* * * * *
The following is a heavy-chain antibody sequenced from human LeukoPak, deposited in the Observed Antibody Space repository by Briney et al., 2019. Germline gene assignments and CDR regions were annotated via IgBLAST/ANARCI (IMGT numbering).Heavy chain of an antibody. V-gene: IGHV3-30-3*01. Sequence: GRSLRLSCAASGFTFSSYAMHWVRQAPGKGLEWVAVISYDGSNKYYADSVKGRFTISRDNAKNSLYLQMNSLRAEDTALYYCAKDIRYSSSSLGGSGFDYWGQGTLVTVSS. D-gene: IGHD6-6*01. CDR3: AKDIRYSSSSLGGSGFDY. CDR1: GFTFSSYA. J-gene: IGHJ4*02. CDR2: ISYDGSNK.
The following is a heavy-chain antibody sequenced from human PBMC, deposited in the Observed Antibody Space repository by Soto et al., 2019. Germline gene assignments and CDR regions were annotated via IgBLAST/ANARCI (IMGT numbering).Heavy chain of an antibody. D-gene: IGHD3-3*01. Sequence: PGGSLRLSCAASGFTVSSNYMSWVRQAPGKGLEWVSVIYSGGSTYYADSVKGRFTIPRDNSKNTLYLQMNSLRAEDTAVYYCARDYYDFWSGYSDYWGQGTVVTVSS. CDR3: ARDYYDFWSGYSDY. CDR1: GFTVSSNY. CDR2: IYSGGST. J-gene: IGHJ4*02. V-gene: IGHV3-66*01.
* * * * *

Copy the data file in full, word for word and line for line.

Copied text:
The following is a heavy-chain antibody sequenced from human LeukoPak, deposited in the Observed Antibody Space repository by Briney et al., 2019. Germline gene assignments and CDR regions were annotated via IgBLAST/ANARCI (IMGT numbering).Heavy chain of an antibody. V-gene: IGHV3-30-3*01. Sequence: GRSLRLSCAASGFTFSSYAMHWVRQAPGKGLEWVAVISYDGSNKYYADSVKGRFTISRDNAKNSLYLQMNSLRAEDTALYYCAKDIRYSSSSLGGSGFDYWGQGTLVTVSS. D-gene: IGHD6-6*01. CDR3: AKDIRYSSSSLGGSGFDY. CDR1: GFTFSSYA. J-gene: IGHJ4*02. CDR2: ISYDGSNK.
The following is a heavy-chain antibody sequenced from human PBMC, deposited in the Observed Antibody Space repository by Soto et al., 2019. Germline gene assignments and CDR regions were annotated via IgBLAST/ANARCI (IMGT numbering).Heavy chain of an antibody. D-gene: IGHD3-3*01. Sequence: PGGSLRLSCAASGFTVSSNYMSWVRQAPGKGLEWVSVIYSGGSTYYADSVKGRFTIPRDNSKNTLYLQMNSLRAEDTAVYYCARDYYDFWSGYSDYWGQGTVVTVSS. CDR3: ARDYYDFWSGYSDY. CDR1: GFTVSSNY. CDR2: IYSGGST. J-gene: IGHJ4*02. V-gene: IGHV3-66*01.